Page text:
Stephon Clark was gunned down by Sacramento police in the neighborhood where I grew up. Just like him, I’ve stared down the barrel of an officer’s gun, but by the grace of God I’m still living.
When I was 19, I was eating a hamburger in my car after work when out of nowhere an officer placed his gun less than six inches from my head. With his hands shaking, he barked commands at me, but it was all an unintelligible blur. The officer said I fit the description of a person who had just committed an armed robbery. This created more confusion, as I was dressed in a black suit with a white shirt, red tie and a Macy’s name tag on my lapel that read “Kenny.”
Despite following the unwritten guide to being a non-threatening black man – a professional haircut, polished shoes, manicured hands, excellent diction and a modest vehicle with a university license plate frame – I was still seen as nothing more than a worthless black thug by the police.
That happened 29 years ago. Since, I’ve been pulled over or detained more than two dozen times in Sacramento. Unfortunately, this experience is not unique to me, but is representative of how persons of color, especially black men, have been policed in Sacramento for several decades.
That context is necessary in order to grasp the intensity of the anger and sadness surrounding Clark’s killing.
But how is this possible in “America’s Most Diverse City?”
There is a significant disconnect between the self-congratulating progressives living in neighborhoods such as Land Park and East Sacramento and many African Americans, Latinos and Asians in Sacramento. This is something I learned after moving into midtown, where police engagement is strikingly different for many residents.
For a brief moment, I thought my elite education and graduate degree would grant me a new reality. Yet midtown is no Mayberry for black residents, as we still have to make sure we have identification when walking our dogs or going for a run in McKinley Park.
The biggest disconnect is in how police officers are viewed. All of us have heard from our non-black friends that police are wonderful, self-sacrificing men and women. What’s unimaginable to them is that many black men have never had a positive interaction with a police officer on patrol. Sure, we’ve all met friendly and engaging officers at community events, but those aren’t the ones who patrol and detain black men at gunpoint on spurious allegations.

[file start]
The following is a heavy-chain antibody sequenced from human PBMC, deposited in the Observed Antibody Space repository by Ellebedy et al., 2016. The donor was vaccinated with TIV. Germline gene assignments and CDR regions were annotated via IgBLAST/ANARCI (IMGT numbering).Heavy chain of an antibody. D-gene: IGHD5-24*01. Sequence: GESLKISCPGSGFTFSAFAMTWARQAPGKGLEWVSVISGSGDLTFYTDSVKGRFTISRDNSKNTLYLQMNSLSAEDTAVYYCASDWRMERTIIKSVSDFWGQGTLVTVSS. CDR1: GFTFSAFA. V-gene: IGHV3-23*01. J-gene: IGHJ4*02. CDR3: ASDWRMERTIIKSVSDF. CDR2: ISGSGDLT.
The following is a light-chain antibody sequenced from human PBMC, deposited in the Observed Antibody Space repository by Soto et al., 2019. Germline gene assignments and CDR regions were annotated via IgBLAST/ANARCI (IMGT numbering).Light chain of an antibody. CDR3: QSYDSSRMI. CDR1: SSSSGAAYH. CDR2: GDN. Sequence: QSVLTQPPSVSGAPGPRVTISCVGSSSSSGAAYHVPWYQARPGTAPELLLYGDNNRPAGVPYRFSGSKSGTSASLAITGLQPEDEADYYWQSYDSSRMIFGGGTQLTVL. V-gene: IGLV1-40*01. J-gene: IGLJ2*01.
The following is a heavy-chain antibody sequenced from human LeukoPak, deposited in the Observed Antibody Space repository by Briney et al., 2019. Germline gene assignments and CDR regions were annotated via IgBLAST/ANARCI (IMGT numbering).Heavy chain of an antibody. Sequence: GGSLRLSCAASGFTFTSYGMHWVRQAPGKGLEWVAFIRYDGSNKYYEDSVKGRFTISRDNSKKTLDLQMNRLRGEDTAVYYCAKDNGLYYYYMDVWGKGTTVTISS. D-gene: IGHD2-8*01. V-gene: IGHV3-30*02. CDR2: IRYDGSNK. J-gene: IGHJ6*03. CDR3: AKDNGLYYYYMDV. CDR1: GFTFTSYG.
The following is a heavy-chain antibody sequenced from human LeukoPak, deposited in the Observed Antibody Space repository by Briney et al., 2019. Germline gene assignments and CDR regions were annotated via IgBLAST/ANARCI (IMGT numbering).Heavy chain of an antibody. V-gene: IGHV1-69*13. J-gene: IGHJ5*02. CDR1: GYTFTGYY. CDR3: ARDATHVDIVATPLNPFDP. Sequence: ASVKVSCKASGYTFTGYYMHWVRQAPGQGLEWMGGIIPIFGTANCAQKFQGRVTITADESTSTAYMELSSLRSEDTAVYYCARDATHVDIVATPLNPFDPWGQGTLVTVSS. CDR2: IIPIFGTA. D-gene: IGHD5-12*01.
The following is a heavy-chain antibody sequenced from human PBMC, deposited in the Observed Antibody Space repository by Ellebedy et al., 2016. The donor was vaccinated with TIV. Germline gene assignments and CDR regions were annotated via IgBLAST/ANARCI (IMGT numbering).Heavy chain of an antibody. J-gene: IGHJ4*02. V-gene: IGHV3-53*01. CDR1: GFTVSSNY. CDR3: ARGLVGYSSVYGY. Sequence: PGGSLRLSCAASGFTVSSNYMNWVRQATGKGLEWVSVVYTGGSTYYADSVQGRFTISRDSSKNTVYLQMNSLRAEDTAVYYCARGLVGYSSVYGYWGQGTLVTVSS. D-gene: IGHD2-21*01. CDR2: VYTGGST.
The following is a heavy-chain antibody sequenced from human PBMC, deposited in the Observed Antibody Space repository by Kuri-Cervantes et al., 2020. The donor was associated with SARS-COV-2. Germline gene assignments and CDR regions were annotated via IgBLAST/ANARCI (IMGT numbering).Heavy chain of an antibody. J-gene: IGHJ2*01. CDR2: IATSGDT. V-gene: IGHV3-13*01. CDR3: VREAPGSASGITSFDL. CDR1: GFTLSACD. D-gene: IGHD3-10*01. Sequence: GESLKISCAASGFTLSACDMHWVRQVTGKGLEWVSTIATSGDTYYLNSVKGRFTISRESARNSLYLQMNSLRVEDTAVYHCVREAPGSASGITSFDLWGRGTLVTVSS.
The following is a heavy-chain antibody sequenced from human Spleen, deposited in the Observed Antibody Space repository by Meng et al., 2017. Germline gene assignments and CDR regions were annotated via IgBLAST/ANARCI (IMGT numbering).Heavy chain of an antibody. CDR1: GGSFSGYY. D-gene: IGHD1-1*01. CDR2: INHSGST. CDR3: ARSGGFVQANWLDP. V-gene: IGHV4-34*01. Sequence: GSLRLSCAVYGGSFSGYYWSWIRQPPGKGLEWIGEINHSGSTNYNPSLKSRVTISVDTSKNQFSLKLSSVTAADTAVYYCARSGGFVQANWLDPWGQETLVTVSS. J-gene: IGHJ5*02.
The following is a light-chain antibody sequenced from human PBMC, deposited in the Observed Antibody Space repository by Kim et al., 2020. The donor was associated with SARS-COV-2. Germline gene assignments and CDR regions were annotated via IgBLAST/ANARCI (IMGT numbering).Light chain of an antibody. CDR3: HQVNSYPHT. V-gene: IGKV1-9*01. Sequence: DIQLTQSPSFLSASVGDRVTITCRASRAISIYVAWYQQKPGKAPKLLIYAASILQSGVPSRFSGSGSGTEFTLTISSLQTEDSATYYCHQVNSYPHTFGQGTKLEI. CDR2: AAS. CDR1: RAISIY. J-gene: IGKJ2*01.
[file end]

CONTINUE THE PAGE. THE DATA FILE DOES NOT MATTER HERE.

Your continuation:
This behavior should evoke outrage from all Sacramentans. Yet Clark’s funeral, which his family opened to the public, drew nearly all-black mourners in a city where the black population is less than 14 percent.
If you have a black family member, friend, co-worker, employer, or neighbor, then you’re also Stephon Clark. If you believe justice should be blind and not racially biased, then you’re Stephon Clark. For our community to thrive, we must all see ourselves as Stephon Clark. His death should keep us all up at night and disturb the very depths of our souls.
In the midst of this tragedy, Sacramento has an incredible opportunity to showcase the strength of its diverse community and lead this nation in a new direction. We have a phenomenal police chief in Daniel Hahn, who is on the leading edge of law enforcement ethics and transparency. But he can’t do it alone.
To move forward, two things must be acknowledged. First, there is a deep level of distrust between the black community and law enforcement. And second, that has been created by the behavior of police. Until we accept those truths, our community will be incapable of the constructive dialogue necessary to move us all forward.
Ken Barnes is a Sacramento business consultant and a former board member of the California State NAACP. He can be contacted at firstname.lastname@example.org or on Twitter @kenjbarnes1.